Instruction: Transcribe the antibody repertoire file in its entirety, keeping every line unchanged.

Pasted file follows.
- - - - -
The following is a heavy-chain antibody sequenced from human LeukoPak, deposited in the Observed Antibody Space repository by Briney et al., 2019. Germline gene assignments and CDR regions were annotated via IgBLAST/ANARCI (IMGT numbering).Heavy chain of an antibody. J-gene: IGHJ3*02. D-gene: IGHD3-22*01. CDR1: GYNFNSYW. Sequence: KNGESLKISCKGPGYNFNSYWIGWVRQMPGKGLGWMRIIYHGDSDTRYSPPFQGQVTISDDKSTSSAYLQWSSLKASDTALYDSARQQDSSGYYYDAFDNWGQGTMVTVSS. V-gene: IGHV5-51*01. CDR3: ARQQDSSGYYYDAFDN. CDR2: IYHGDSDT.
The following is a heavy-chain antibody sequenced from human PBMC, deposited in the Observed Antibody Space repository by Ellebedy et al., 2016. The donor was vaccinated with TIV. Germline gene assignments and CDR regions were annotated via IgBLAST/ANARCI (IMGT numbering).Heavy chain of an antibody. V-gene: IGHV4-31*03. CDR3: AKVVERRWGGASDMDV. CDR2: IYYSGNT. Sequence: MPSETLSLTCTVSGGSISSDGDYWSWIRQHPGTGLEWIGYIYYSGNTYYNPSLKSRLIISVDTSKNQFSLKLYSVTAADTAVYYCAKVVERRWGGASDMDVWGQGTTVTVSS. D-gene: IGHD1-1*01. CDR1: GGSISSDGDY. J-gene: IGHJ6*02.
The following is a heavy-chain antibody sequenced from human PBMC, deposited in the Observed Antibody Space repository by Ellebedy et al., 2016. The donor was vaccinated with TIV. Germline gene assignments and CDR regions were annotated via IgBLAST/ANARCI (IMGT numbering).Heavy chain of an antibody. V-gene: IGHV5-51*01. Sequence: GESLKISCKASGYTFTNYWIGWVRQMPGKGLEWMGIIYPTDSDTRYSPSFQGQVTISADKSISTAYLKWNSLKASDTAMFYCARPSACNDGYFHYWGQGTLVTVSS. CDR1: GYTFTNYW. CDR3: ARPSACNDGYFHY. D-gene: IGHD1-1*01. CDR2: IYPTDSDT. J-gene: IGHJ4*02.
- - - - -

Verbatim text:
The following is a heavy-chain antibody sequenced from human LeukoPak, deposited in the Observed Antibody Space repository by Briney et al., 2019. Germline gene assignments and CDR regions were annotated via IgBLAST/ANARCI (IMGT numbering).Heavy chain of an antibody. J-gene: IGHJ3*02. D-gene: IGHD3-22*01. CDR1: GYNFNSYW. Sequence: KNGESLKISCKGPGYNFNSYWIGWVRQMPGKGLGWMRIIYHGDSDTRYSPPFQGQVTISDDKSTSSAYLQWSSLKASDTALYDSARQQDSSGYYYDAFDNWGQGTMVTVSS. V-gene: IGHV5-51*01. CDR3: ARQQDSSGYYYDAFDN. CDR2: IYHGDSDT.
The following is a heavy-chain antibody sequenced from human PBMC, deposited in the Observed Antibody Space repository by Ellebedy et al., 2016. The donor was vaccinated with TIV. Germline gene assignments and CDR regions were annotated via IgBLAST/ANARCI (IMGT numbering).Heavy chain of an antibody. V-gene: IGHV4-31*03. CDR3: AKVVERRWGGASDMDV. CDR2: IYYSGNT. Sequence: MPSETLSLTCTVSGGSISSDGDYWSWIRQHPGTGLEWIGYIYYSGNTYYNPSLKSRLIISVDTSKNQFSLKLYSVTAADTAVYYCAKVVERRWGGASDMDVWGQGTTVTVSS. D-gene: IGHD1-1*01. CDR1: GGSISSDGDY. J-gene: IGHJ6*02.
The following is a heavy-chain antibody sequenced from human PBMC, deposited in the Observed Antibody Space repository by Ellebedy et al., 2016. The donor was vaccinated with TIV. Germline gene assignments and CDR regions were annotated via IgBLAST/ANARCI (IMGT numbering).Heavy chain of an antibody. V-gene: IGHV5-51*01. Sequence: GESLKISCKASGYTFTNYWIGWVRQMPGKGLEWMGIIYPTDSDTRYSPSFQGQVTISADKSISTAYLKWNSLKASDTAMFYCARPSACNDGYFHYWGQGTLVTVSS. CDR1: GYTFTNYW. CDR3: ARPSACNDGYFHY. D-gene: IGHD1-1*01. CDR2: IYPTDSDT. J-gene: IGHJ4*02.